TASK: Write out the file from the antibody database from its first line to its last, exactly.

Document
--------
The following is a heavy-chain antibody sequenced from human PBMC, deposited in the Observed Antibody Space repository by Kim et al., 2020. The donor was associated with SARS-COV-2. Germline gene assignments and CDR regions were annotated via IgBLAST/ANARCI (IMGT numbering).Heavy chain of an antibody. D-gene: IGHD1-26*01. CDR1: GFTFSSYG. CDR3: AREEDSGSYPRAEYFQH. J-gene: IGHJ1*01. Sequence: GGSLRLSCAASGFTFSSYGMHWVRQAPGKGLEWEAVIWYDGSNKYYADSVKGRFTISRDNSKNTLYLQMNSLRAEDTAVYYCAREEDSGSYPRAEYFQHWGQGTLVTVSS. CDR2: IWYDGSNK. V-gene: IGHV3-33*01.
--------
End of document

The following is a heavy-chain antibody sequenced from human PBMC, deposited in the Observed Antibody Space repository by Kim et al., 2020. The donor was associated with SARS-COV-2. Germline gene assignments and CDR regions were annotated via IgBLAST/ANARCI (IMGT numbering).Heavy chain of an antibody. D-gene: IGHD1-26*01. CDR1: GFTFSSYG. CDR3: AREEDSGSYPRAEYFQH. J-gene: IGHJ1*01. Sequence: GGSLRLSCAASGFTFSSYGMHWVRQAPGKGLEWEAVIWYDGSNKYYADSVKGRFTISRDNSKNTLYLQMNSLRAEDTAVYYCAREEDSGSYPRAEYFQHWGQGTLVTVSS. CDR2: IWYDGSNK. V-gene: IGHV3-33*01.